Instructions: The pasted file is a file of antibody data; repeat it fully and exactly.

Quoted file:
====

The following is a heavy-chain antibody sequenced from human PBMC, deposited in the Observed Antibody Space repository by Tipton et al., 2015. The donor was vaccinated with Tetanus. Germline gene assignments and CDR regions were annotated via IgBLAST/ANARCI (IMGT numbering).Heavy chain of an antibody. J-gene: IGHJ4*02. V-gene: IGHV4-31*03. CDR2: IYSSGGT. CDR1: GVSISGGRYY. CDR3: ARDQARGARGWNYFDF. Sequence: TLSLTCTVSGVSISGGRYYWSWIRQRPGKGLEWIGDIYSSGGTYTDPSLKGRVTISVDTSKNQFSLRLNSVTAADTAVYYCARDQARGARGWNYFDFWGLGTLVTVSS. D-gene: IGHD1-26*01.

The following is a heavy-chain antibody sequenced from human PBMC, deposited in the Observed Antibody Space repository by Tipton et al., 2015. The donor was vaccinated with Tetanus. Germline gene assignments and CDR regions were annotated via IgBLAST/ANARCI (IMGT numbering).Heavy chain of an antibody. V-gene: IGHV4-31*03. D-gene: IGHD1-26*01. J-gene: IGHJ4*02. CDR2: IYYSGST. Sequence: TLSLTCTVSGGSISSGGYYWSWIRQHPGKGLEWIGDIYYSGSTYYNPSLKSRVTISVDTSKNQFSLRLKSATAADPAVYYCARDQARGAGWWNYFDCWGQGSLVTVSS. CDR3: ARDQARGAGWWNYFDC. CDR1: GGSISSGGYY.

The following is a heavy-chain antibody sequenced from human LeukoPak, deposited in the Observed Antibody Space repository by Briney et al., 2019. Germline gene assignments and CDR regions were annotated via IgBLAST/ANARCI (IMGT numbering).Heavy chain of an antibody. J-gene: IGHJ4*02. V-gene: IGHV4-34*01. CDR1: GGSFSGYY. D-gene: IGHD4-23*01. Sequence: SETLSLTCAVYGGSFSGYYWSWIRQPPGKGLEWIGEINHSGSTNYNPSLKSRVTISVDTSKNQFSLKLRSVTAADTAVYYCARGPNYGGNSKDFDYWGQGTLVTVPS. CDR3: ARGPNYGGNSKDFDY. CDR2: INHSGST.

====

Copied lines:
The following is a heavy-chain antibody sequenced from human PBMC, deposited in the Observed Antibody Space repository by Tipton et al., 2015. The donor was vaccinated with Tetanus. Germline gene assignments and CDR regions were annotated via IgBLAST/ANARCI (IMGT numbering).Heavy chain of an antibody. J-gene: IGHJ4*02. V-gene: IGHV4-31*03. CDR2: IYSSGGT. CDR1: GVSISGGRYY. CDR3: ARDQARGARGWNYFDF. Sequence: TLSLTCTVSGVSISGGRYYWSWIRQRPGKGLEWIGDIYSSGGTYTDPSLKGRVTISVDTSKNQFSLRLNSVTAADTAVYYCARDQARGARGWNYFDFWGLGTLVTVSS. D-gene: IGHD1-26*01.

The following is a heavy-chain antibody sequenced from human PBMC, deposited in the Observed Antibody Space repository by Tipton et al., 2015. The donor was vaccinated with Tetanus. Germline gene assignments and CDR regions were annotated via IgBLAST/ANARCI (IMGT numbering).Heavy chain of an antibody. V-gene: IGHV4-31*03. D-gene: IGHD1-26*01. J-gene: IGHJ4*02. CDR2: IYYSGST. Sequence: TLSLTCTVSGGSISSGGYYWSWIRQHPGKGLEWIGDIYYSGSTYYNPSLKSRVTISVDTSKNQFSLRLKSATAADPAVYYCARDQARGAGWWNYFDCWGQGSLVTVSS. CDR3: ARDQARGAGWWNYFDC. CDR1: GGSISSGGYY.

The following is a heavy-chain antibody sequenced from human LeukoPak, deposited in the Observed Antibody Space repository by Briney et al., 2019. Germline gene assignments and CDR regions were annotated via IgBLAST/ANARCI (IMGT numbering).Heavy chain of an antibody. J-gene: IGHJ4*02. V-gene: IGHV4-34*01. CDR1: GGSFSGYY. D-gene: IGHD4-23*01. Sequence: SETLSLTCAVYGGSFSGYYWSWIRQPPGKGLEWIGEINHSGSTNYNPSLKSRVTISVDTSKNQFSLKLRSVTAADTAVYYCARGPNYGGNSKDFDYWGQGTLVTVPS. CDR3: ARGPNYGGNSKDFDY. CDR2: INHSGST.